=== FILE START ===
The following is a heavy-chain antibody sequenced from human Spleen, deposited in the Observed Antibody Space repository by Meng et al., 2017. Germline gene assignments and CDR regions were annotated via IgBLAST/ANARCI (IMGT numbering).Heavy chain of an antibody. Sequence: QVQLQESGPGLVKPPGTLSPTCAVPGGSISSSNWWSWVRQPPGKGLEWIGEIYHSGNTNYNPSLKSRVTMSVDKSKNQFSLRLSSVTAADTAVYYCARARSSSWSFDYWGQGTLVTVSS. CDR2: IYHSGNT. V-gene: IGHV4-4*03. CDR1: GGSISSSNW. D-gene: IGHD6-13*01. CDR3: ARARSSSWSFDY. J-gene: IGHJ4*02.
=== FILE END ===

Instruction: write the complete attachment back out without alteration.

The following is a heavy-chain antibody sequenced from human Spleen, deposited in the Observed Antibody Space repository by Meng et al., 2017. Germline gene assignments and CDR regions were annotated via IgBLAST/ANARCI (IMGT numbering).Heavy chain of an antibody. Sequence: QVQLQESGPGLVKPPGTLSPTCAVPGGSISSSNWWSWVRQPPGKGLEWIGEIYHSGNTNYNPSLKSRVTMSVDKSKNQFSLRLSSVTAADTAVYYCARARSSSWSFDYWGQGTLVTVSS. CDR2: IYHSGNT. V-gene: IGHV4-4*03. CDR1: GGSISSSNW. D-gene: IGHD6-13*01. CDR3: ARARSSSWSFDY. J-gene: IGHJ4*02.